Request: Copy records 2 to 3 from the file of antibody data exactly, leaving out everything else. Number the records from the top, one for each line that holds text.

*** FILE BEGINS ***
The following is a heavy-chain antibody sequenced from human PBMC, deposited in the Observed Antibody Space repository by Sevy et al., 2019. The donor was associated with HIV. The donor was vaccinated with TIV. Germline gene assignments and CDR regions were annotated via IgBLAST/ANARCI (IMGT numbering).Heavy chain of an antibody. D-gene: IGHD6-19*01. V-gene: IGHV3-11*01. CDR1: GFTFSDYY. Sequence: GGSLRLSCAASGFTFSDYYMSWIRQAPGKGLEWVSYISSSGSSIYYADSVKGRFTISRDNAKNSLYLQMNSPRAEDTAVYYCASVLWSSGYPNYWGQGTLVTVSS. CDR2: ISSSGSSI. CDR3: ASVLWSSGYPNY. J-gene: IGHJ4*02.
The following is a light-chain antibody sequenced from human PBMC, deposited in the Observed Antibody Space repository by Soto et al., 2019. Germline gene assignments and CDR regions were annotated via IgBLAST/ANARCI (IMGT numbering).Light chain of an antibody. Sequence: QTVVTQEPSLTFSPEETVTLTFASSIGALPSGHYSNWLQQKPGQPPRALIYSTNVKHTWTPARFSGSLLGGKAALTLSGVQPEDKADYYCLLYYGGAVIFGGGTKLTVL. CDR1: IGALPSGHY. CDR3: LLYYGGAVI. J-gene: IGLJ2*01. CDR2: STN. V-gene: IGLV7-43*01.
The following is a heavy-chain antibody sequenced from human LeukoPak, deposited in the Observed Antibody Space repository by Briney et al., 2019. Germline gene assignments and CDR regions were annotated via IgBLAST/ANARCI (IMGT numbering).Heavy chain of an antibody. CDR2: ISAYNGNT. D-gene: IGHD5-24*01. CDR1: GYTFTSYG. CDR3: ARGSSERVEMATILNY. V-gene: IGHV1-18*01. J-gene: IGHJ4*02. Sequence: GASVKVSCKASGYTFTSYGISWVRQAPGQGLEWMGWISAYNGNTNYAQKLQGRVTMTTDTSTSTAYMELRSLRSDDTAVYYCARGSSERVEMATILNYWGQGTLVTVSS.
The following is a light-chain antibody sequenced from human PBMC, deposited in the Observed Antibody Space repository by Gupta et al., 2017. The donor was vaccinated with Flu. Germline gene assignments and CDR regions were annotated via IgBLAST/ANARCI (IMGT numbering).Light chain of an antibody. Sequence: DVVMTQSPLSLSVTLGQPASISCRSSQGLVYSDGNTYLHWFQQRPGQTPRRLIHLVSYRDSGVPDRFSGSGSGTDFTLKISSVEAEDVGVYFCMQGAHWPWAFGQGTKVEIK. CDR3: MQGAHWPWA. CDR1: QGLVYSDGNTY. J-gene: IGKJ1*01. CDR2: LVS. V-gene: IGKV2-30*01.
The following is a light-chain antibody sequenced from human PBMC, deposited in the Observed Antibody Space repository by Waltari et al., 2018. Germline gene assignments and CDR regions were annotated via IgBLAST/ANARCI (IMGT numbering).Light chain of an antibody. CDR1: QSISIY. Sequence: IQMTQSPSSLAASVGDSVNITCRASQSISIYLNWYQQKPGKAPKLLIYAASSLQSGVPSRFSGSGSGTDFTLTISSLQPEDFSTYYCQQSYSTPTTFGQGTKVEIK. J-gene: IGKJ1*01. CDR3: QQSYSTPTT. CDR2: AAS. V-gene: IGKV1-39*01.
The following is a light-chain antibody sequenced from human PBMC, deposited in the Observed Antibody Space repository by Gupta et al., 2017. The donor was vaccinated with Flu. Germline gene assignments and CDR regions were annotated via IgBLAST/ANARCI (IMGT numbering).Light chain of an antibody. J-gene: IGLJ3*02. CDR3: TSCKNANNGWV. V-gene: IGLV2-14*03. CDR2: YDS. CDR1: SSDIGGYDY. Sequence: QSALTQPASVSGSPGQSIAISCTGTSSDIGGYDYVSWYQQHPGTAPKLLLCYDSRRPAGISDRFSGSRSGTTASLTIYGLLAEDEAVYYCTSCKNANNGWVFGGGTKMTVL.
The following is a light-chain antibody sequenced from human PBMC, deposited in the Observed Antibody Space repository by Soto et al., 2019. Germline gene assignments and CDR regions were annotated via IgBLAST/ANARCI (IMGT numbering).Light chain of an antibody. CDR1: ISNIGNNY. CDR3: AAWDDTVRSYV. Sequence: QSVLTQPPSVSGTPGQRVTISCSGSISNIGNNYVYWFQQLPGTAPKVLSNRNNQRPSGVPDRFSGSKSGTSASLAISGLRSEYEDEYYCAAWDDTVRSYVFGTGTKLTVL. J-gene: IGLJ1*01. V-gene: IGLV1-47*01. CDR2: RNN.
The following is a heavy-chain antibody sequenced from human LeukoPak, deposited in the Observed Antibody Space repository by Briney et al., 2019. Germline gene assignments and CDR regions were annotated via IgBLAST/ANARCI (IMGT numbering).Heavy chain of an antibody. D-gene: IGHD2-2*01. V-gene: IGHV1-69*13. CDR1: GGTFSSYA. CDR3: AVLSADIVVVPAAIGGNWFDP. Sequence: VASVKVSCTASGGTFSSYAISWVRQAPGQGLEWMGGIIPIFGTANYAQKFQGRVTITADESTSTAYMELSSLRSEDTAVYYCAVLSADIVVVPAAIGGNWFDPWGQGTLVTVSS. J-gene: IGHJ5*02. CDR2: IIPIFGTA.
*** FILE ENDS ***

The following is a light-chain antibody sequenced from human PBMC, deposited in the Observed Antibody Space repository by Soto et al., 2019. Germline gene assignments and CDR regions were annotated via IgBLAST/ANARCI (IMGT numbering).Light chain of an antibody. Sequence: QTVVTQEPSLTFSPEETVTLTFASSIGALPSGHYSNWLQQKPGQPPRALIYSTNVKHTWTPARFSGSLLGGKAALTLSGVQPEDKADYYCLLYYGGAVIFGGGTKLTVL. CDR1: IGALPSGHY. CDR3: LLYYGGAVI. J-gene: IGLJ2*01. CDR2: STN. V-gene: IGLV7-43*01.
The following is a heavy-chain antibody sequenced from human LeukoPak, deposited in the Observed Antibody Space repository by Briney et al., 2019. Germline gene assignments and CDR regions were annotated via IgBLAST/ANARCI (IMGT numbering).Heavy chain of an antibody. CDR2: ISAYNGNT. D-gene: IGHD5-24*01. CDR1: GYTFTSYG. CDR3: ARGSSERVEMATILNY. V-gene: IGHV1-18*01. J-gene: IGHJ4*02. Sequence: GASVKVSCKASGYTFTSYGISWVRQAPGQGLEWMGWISAYNGNTNYAQKLQGRVTMTTDTSTSTAYMELRSLRSDDTAVYYCARGSSERVEMATILNYWGQGTLVTVSS.